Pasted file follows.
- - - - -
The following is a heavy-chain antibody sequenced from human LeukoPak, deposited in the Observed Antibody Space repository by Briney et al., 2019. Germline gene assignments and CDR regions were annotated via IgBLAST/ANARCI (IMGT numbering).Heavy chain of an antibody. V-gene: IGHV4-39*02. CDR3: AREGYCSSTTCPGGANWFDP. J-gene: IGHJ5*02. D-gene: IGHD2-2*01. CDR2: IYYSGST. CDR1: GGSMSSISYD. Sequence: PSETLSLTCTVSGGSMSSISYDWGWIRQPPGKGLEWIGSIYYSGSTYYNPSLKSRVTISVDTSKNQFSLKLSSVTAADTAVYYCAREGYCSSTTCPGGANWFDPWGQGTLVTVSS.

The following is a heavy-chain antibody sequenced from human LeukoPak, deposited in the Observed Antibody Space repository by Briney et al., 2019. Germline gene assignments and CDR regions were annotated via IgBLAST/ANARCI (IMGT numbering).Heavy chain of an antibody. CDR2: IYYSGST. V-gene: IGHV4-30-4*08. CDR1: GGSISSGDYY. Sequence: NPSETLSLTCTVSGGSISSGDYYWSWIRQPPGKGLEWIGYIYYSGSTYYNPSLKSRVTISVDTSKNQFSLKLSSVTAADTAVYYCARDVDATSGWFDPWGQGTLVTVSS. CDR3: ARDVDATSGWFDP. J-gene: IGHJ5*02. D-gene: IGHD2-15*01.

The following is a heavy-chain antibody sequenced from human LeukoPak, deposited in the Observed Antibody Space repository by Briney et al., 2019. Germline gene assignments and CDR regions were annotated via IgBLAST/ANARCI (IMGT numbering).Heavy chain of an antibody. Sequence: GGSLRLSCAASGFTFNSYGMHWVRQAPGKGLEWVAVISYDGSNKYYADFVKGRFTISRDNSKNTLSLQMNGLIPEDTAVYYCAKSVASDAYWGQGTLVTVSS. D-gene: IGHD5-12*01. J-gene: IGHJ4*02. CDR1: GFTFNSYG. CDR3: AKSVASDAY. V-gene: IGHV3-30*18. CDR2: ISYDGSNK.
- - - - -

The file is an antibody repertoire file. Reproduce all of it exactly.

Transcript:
The following is a heavy-chain antibody sequenced from human LeukoPak, deposited in the Observed Antibody Space repository by Briney et al., 2019. Germline gene assignments and CDR regions were annotated via IgBLAST/ANARCI (IMGT numbering).Heavy chain of an antibody. V-gene: IGHV4-39*02. CDR3: AREGYCSSTTCPGGANWFDP. J-gene: IGHJ5*02. D-gene: IGHD2-2*01. CDR2: IYYSGST. CDR1: GGSMSSISYD. Sequence: PSETLSLTCTVSGGSMSSISYDWGWIRQPPGKGLEWIGSIYYSGSTYYNPSLKSRVTISVDTSKNQFSLKLSSVTAADTAVYYCAREGYCSSTTCPGGANWFDPWGQGTLVTVSS.

The following is a heavy-chain antibody sequenced from human LeukoPak, deposited in the Observed Antibody Space repository by Briney et al., 2019. Germline gene assignments and CDR regions were annotated via IgBLAST/ANARCI (IMGT numbering).Heavy chain of an antibody. CDR2: IYYSGST. V-gene: IGHV4-30-4*08. CDR1: GGSISSGDYY. Sequence: NPSETLSLTCTVSGGSISSGDYYWSWIRQPPGKGLEWIGYIYYSGSTYYNPSLKSRVTISVDTSKNQFSLKLSSVTAADTAVYYCARDVDATSGWFDPWGQGTLVTVSS. CDR3: ARDVDATSGWFDP. J-gene: IGHJ5*02. D-gene: IGHD2-15*01.

The following is a heavy-chain antibody sequenced from human LeukoPak, deposited in the Observed Antibody Space repository by Briney et al., 2019. Germline gene assignments and CDR regions were annotated via IgBLAST/ANARCI (IMGT numbering).Heavy chain of an antibody. Sequence: GGSLRLSCAASGFTFNSYGMHWVRQAPGKGLEWVAVISYDGSNKYYADFVKGRFTISRDNSKNTLSLQMNGLIPEDTAVYYCAKSVASDAYWGQGTLVTVSS. D-gene: IGHD5-12*01. J-gene: IGHJ4*02. CDR1: GFTFNSYG. CDR3: AKSVASDAY. V-gene: IGHV3-30*18. CDR2: ISYDGSNK.